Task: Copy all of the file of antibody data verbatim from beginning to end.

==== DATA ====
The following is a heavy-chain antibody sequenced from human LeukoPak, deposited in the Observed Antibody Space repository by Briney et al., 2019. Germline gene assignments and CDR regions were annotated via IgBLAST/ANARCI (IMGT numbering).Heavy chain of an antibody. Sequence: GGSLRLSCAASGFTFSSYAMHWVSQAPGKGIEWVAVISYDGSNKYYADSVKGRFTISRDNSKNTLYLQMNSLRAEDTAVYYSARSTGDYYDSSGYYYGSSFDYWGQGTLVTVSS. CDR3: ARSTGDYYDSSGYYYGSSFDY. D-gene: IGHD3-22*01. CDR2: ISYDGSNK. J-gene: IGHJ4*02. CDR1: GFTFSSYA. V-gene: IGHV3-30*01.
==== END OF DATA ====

The following is a heavy-chain antibody sequenced from human LeukoPak, deposited in the Observed Antibody Space repository by Briney et al., 2019. Germline gene assignments and CDR regions were annotated via IgBLAST/ANARCI (IMGT numbering).Heavy chain of an antibody. Sequence: GGSLRLSCAASGFTFSSYAMHWVSQAPGKGIEWVAVISYDGSNKYYADSVKGRFTISRDNSKNTLYLQMNSLRAEDTAVYYSARSTGDYYDSSGYYYGSSFDYWGQGTLVTVSS. CDR3: ARSTGDYYDSSGYYYGSSFDY. D-gene: IGHD3-22*01. CDR2: ISYDGSNK. J-gene: IGHJ4*02. CDR1: GFTFSSYA. V-gene: IGHV3-30*01.